The headline of the Northfield News ran across the top of the entire front page on Oct. 30, 1936: “New Postoffice Building Completed.” There were four subheadings: “Public Invited To Join ‘Open House’ Today; Open House To Be Conducted By Postmaster Heibel And Assistants; Convenience And Beauty Stressed; Northfield’s Federal Building Unique in Appointments And Architecture.”
Word that this iconic structure which faces diagonally toward the Cannon River and Bridge Square may no longer be used as a post office has hit many Northfielders hard. At the time of its opening, the town took great pride in the construction of the building, built at a cost of $87,444.15, with $31,000 additional for the site, according to the article. The post office moved from the MacKay Building at 314 S. Division St., where it had been housed since March of 1925. The change fulfilled hopes that went back 25 years, said the News, but the wait was worth it because the “new building is unique in its design and unusually well placed.”
Charles Legris, Treasury construction engineer, was quoted as saying, “I do not believe that another town in the Northwest of Northfield’s size has a more beautiful building.” It is “far different from the usual stereotyped design, is complete and commodious, a fine addition to what I have learned to know as a fine and beautiful little city.”
An average of 35 men were engaged in the construction of the building, with work started in March of 1936 by the James Leck Company of Minneapolis, general contractors. It was built as a WPA project under the New Deal. By mid-October, the tall, white flag pole had been erected, the terrazzo flooring had been laid and the lobby surfaced with “beautiful Mankato stone with a base border of Montana gold marble.” The exterior was rock-faced limestone, in a Gothic Revival style designed to “express the collegiate atmosphere of Northfield.”
Northfield’s postal history goes back to the first office a mile and a half west of Northfield called “Fountain Grove.” It was established in the fall of 1855, the year in which John North founded the town. On May 15, 1856, John North’s wife Ann wrote her grandmother, “We now have a post office here so that letters to us may be directed to Northfield, Rice Co. Minn.”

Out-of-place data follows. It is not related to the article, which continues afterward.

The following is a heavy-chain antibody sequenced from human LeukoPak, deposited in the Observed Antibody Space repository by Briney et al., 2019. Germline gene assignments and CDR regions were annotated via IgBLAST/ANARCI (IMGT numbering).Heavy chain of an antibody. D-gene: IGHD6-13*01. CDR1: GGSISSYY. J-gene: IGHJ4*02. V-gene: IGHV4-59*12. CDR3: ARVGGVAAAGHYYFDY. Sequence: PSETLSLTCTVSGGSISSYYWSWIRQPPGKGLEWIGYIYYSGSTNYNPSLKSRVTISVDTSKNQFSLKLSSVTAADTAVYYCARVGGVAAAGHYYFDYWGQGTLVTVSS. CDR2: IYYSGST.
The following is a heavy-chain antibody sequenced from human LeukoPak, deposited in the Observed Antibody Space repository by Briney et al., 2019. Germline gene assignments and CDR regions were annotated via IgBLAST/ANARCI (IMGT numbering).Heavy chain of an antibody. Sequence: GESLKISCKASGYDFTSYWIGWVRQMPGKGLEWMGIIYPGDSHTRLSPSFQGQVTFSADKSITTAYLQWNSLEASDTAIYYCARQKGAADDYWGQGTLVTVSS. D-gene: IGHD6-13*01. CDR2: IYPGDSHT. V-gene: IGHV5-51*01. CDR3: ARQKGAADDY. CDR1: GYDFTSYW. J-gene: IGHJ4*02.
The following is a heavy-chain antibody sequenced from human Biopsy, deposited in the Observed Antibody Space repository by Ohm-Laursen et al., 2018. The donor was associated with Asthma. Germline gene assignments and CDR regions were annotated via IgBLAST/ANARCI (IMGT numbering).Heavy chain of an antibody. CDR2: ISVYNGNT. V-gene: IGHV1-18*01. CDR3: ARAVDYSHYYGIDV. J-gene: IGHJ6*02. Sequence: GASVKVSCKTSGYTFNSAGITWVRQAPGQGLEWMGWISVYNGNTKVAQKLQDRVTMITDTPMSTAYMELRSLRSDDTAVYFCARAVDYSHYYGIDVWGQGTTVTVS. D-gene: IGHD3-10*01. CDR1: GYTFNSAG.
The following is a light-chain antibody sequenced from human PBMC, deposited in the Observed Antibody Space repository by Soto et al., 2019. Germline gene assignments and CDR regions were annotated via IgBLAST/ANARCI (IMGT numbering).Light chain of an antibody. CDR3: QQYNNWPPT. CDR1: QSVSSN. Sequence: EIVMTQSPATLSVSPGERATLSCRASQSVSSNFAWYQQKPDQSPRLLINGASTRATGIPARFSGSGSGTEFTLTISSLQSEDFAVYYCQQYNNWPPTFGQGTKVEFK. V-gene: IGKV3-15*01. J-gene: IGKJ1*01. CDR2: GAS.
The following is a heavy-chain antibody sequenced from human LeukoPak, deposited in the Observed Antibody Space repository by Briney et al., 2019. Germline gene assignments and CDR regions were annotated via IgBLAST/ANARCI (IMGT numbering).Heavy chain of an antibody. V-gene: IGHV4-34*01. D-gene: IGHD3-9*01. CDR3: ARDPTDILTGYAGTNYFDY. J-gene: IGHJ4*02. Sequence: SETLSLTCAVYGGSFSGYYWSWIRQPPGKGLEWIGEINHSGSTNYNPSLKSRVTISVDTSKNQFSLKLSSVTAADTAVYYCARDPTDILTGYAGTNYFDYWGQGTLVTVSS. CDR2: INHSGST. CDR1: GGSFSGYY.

The Northfield News of March 6, 1931, announced the Bridge Square location of the new post office, made possible by an appropriation of $125,000 by Congress the preceding year. The story noted that it is “not only centrally-located, but will mean an important improvement of the city. Federal buildings are frequently located on side streets so that the Northfield situation is regarded as unusual.” Six property owners were affected. Another story in the News of June 17, 1932, with the headline, “Old Landmarks on Site of New Post office are Victims of Time’s March,” said that work had begun to clear the property. The Northfield Furnace company office and shop, dating back to 1865, was wrecked and the city’s first gasoline station (Standard Oil, erected in 1919) was moved to Division and 7th streets.
Disagreement over the price asked for the site by the property owners led to condemnation proceedings and further red tape. But at long last, an open house was held on October 30, 1936. The Northfield Independent of Nov. 5 said that comments were made on the beauty, convenience and substantial construction by 1,500 people who toured the new facility. Postmaster Carl C. Heibel noted that Northfield had an unusually large volume of parcel post mail. In fact, on a visit to the South St. Paul post office which served a community three times as large as Northfield, Heibel found that on that particular day the South St. Paul post office had delivered 16 parcel post packages within city limits, while Northfield was averaging 500-750 per day, not including rural routes. The South St. Paul postal officials “smiled incredulously” when Heibel told them the figures. Heibel told the newspaper that letter mail was running about a thousand pieces ahead of the previous year.
Evidently some Northfielders had commented on the size of the building, because the government engineer, Legris, said federal records show that the life of a federal post office until it is outgrown is 25 years. The story in the Independent said that most people were skeptical of that average and “some are inclined to believe that the new building will serve the city for 250 years rather than 25 years only.”
It is yet to be seen if the building will reach its 75th anniversary as a post office facility in October of this year.